The container spot freight rates from China East Main ports to US West Coast ports rose to USD 1,837 per FEU on 1 June 2020, a 5% increase from the previous week. The rise marks a positive development despite the Covid-19 crisis which is expected to cause a fall in demand for container shipping in 2020.
Container carriers are facing massive uncertainty with the global economy currently in recession, but the relatively high spot freight rates are limiting losses for container carriers as container volumes falter. Additionally, to some extent, the low bunker fuel oil prices have shielded carriers and reduced the financial damage done.
Nonetheless, the spot rates do not reveal the whole truth about the state of the container ship market. Currently, a staggering 11.6% of the container ship fleet is idle (source: Alphaliner). In container shipping, revenue should be viewed not only in the light of the freight rates, but also the container volumes being transported. By this token, it is evident that although the spot freight rates remain artificially high, the carriers are still incurring substantial losses.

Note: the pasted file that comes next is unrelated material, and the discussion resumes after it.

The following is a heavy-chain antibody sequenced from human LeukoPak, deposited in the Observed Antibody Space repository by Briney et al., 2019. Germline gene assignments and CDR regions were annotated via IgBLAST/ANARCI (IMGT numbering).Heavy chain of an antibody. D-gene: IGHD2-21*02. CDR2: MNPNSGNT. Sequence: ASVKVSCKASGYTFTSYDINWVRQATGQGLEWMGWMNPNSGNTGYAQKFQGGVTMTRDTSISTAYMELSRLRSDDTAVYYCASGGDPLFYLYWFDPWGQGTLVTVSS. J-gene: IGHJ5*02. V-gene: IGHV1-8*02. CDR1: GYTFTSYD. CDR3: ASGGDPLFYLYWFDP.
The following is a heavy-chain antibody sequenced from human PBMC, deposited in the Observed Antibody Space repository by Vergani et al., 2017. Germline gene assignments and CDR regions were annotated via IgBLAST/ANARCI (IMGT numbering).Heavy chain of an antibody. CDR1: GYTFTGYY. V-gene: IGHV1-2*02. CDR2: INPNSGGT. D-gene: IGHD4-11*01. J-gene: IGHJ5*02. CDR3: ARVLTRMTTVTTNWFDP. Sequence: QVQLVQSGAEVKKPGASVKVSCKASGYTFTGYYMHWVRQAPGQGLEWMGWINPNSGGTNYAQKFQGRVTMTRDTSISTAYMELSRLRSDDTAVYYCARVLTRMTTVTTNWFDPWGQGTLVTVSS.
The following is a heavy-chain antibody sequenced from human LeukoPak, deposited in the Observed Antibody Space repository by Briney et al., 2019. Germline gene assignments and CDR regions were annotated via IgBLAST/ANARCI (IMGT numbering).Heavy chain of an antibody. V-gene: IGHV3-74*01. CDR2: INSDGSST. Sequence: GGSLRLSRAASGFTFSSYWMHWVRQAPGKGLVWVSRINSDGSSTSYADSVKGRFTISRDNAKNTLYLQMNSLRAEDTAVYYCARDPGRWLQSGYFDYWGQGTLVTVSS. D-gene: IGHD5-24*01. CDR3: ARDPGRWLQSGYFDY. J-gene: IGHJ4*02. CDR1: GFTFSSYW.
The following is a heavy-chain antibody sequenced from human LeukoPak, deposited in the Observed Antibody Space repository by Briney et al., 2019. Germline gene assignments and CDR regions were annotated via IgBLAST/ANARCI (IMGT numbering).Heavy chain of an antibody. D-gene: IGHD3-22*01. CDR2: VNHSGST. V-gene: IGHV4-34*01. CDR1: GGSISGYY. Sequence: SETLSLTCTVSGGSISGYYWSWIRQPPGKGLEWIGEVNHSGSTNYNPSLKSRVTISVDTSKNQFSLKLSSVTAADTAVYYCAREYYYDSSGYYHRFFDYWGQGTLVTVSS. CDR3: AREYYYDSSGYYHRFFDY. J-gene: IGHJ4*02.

A balancing act
Carriers must engage in the balancing act of sustaining high rates while keeping adequate capacity in the market. For now, the capacity management procedures of carriers seem to have worked, even with carriers drawing back on sailings, which were previously blanked. Nonetheless, in practice, it is an immensely tall task to bring down idle container capacity while keeping spot rates high and thus, it is likely that the idle container ship fleet will remain high for the rest of 2020.
The time charter rates for container ships provide a better scale for the prevailing outlook in the market and unsurprisingly, these rates have nosedived since Covid-19 took a hold of the global economy. The 6-12-month time charter rate for an 8,500 TEU container ship currently sits at USD 16,000 per day, down 47% from 31 January 2020.